Jane Reeves was passionate about being a truck driver for many years because she loved to travel but eventually she had to give it up to advocate for her daughter Reeva, who is autistic.
After working as a truck driver, Reeves worked factory jobs. After multiple years of repetitive movement on the assembly line at the Toyota plant, Jane acquired a knee injury and was unable to do manual labor.
For non-traditional college students, the decision to leave the work force and pursue a college degree can be made more difficult due to finances, an inflexible work schedule, family responsibilities as well as the need for the drive to want to pursue higher education.
Reeves is a 46-year-old, mother of three completing her bachelors in global supply chain management at Eastern Kentucky University.
“I had no other choice but to go to college. I needed to go in a new direction to earn new training and education,” said Reeves.
The skills that she had once learned and used in high labor jobs were no longer possible due to her injury. She heard about the Ready to Work Program through the Ashland Community and Technical College which provided her the resources to pursue a college degree.
She recently received two degrees from Ashland Community and Technical College, an associates in general studies and an associates in applied science in business.
With the two associate degrees under her belt, she continued her higher education and came to EKU. She was able to work with the EKU Center for Student Parents to assist with her ability to attend EKU.
The center is a supportive service program for parents at EKU. The program supports student parents through achieving their academic goals, helping them become career ready and moving them towards self sufficiency.
Robyn Moreland works for the Center for Student Parents and has worked closely with Reeves.
“Jane is very determined to complete her degree and get the profession she has always wanted. She made a choice to complete a degree and never lets her life’s challenges stop her from doing that. She puts herself into positions where she can learn, network and get the most from the educational experiences that are offered to her,” Moreland said.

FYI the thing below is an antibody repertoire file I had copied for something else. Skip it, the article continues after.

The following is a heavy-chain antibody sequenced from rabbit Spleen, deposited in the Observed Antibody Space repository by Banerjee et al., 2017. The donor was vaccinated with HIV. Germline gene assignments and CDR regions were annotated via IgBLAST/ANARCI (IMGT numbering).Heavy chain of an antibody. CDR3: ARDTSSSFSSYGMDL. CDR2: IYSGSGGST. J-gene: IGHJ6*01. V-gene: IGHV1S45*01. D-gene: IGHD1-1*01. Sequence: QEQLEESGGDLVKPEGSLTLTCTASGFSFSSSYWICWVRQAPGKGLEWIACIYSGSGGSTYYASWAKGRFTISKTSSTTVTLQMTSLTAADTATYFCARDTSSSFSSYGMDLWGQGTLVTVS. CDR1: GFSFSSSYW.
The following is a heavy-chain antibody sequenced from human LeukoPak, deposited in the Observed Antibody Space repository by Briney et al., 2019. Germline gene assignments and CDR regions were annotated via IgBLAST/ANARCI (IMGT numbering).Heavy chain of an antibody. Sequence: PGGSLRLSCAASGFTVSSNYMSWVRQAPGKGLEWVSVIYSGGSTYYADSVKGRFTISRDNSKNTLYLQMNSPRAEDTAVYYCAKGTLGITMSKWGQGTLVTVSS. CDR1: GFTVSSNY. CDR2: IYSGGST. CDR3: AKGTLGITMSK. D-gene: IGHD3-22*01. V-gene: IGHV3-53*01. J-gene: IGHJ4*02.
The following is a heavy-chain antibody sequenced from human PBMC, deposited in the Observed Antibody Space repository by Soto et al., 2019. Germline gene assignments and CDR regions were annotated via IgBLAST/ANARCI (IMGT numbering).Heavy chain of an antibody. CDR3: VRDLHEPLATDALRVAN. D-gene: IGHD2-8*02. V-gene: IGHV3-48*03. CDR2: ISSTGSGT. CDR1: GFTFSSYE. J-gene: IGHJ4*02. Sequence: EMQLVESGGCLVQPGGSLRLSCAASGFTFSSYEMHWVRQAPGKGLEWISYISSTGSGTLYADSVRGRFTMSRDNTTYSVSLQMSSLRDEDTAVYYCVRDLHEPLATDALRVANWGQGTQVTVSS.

“Most recently, she has taken leadership roles in student organizations in her department. All of this is to provide a better life for her family and to serve as a role model for her children and grandchildren.”
“They [Center for Student Parents] place you at a job and help you in any way to make a degree possible. They provide business clothes, tutoring, anything you could need. If it weren’t for that I wouldn’t be here today,” said Reeves.
She applied for many scholarships and was awarded several, including a transfer scholarship as well as one for the honors program.
Some of the courses at EKU that she has enjoyed the most are logistics, operations management as well as international business.
The honors program has also given her the opportunity to take courses that she never would have dreamed of taking, including ‘shaking up Shakespeare’ and a course about modern cinema.
Reeves has found support within the College of Business and Technology through Kirby Easterling, senior lecturer and executive in residence for global supply chain. She said that he is all about the supply chain and has been very supportive of her during her time at EKU.
He has been available for anything that she needs as well as making sure that she signs up for the correct classes.
Along with taking classes, Reeves has been an intern for the City of Ashland since Summer 2019 and continued throughout the Fall 2019 semester.
She has been working in human resources as an administrative assistant. She does filing and office work as well as learning about risk management, liability, liquor licensing, bus routes and benefits.
In addition, she has also gained knowledge about the government side of business.
Her internship is funded through the Center for Student Parents where she also works multiple days a week in their office.
Reeves shared that working on campus is very beneficial for her because they work with her class schedule as well as give her an opportunity to gain job experience.
“Don’t be afraid to do it [pursue a degree as a nontraditional student]. People think that they are too old or that they have missed their calling. No, they haven’t, you just have to want it badly enough.” Reeves said.